“At the Bungalow” was originally published in the September 2, 2013 issue of The New Yorker (here).
“At the Bungalow,” by Elizabeth Danson is terrific. Proceed no further! Read it first!
The poem is a snapshot of a woman’s interior erotic life, one whose freedom sustains her, one she keeps private, one that derives part of its intensity from the fact she keeps this freedom private. I guess — I do not know — that this woman’s relationship to her husband is that of inferior, given that his remarks to her are dismissive, and given that when she imagines being free, she still thinks in terms of being tied down.
The extreme power of the woman’s interior erotic monologue, however, is such that it could be read a variety of ways.
The poem is also a snapshot of a relationship that is probably a marriage, in which a man and woman each appear to occupy a separate emotional space. First of all, the title: they are At the Bungalow. They are not in it, they are at it, the way one might be “at” the vacation house. The phrase indicates a temporary nature to their being there. The bungalow is definitely a representation of their marriage, something they have arrived “at,” but something at the moment they are not within, or not within as far as they could be. In this relationship, they are on the veranda, and the interior awaits.
The “not here, not there” quality of their relationship is reflected in the fluid sense we get of the setting, which could be India, but could also be New Mexico. The monsoon has just ended, but the word monsoon could also indicate either the seasonal torrential rains of India or the summer rains of the American southwest. Given that monsoon is a loan word from the Arabic just intensifies the instability of place.
The “where are we, anyway” feeling is echoed by the use of a hummingbird as the central image and metaphor. Hummingbirds are indigenous only to North and South America, not India. Although the language includes lots of hints we are in India, I think not. What the poem seems to be about is not just the freeing power of the imagination but also not being where you think you are, not being who you think you are, or who you appear to be. The husband thinks he is a husband at his bungalow with his wife, but, given what’s going through his wife’s mind, this is not exactly where he is. The wife imagines herself as tied down, but this is not exactly where she is, given that her imagination has given her the power to slip her bonds.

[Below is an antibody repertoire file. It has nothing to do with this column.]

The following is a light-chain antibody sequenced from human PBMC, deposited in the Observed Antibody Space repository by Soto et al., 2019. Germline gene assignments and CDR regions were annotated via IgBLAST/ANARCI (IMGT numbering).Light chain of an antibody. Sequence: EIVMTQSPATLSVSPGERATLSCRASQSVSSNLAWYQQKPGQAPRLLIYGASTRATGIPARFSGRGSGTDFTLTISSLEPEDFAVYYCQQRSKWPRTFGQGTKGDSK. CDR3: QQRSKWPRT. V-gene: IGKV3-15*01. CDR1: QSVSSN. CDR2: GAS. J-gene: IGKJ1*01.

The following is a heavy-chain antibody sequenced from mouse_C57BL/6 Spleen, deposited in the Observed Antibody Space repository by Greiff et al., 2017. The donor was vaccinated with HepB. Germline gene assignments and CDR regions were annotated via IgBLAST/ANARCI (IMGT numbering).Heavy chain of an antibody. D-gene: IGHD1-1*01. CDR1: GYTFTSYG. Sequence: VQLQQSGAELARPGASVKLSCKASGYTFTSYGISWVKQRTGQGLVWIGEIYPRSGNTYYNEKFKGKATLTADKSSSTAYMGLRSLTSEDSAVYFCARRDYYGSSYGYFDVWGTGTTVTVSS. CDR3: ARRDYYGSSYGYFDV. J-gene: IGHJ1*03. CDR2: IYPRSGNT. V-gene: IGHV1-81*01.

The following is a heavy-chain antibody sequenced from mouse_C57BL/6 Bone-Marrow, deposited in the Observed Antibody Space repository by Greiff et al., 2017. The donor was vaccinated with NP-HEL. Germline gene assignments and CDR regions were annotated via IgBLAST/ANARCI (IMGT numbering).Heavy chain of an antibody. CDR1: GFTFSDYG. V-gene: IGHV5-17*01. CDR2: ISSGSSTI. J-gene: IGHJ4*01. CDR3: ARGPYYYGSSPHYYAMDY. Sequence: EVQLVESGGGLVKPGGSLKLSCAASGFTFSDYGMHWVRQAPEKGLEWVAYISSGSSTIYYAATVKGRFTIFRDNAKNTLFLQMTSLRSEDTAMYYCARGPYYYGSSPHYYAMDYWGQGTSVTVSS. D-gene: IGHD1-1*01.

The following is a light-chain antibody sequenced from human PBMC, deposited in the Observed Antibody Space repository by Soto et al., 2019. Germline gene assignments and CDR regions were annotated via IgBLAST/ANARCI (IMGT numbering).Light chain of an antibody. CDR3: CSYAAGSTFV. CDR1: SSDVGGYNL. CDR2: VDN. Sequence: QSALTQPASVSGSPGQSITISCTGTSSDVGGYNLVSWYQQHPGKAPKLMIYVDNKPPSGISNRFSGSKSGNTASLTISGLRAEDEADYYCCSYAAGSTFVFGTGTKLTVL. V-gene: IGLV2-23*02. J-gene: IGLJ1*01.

Several other words beside monsoon have slipped into English from other languages, giving the whole poem a “morph and slide” kind of feel. Bungalow is a Hindi word meaning “a house in the Bengal style,” but it also is an English word that describes a ubiquitous, almost-out-of-style style. Veranda is a Hindi word derived from the Portuguese, although that Portuguese word might have been derived from the Tamil. But never mind; a veranda might still grace a modern McMansion, or an old bungalow, or a southern plantation. Cheroot is a loan word from the Tamil used to describe a kind of cigar that was once everywhere but is not any longer. Bougainvillea is a well-traveled, much hybridized flower that originated in South America but was planted around the world by the British in the nineteenth century; the name long appeared in a variety of forms before it became standardized.
These well-worn words occur in the first two stanzas, a place where setting is established. No particular town or state is mentioned. These well-traveled words suggest a world where everything is on the move: no word or plant or bird is ever tied to any one particular place or any one appearance or identity.
At the center of the poem a woman lolls on the verandah with her husband, but, taken by the vision of a hummingbird feeding at the bougainvillea, she moves into a flight of erotic fantasy regarding herself and the hummingbird that takes her far from the reality of the veranda, far beyond, it seems, the reality of her marriage.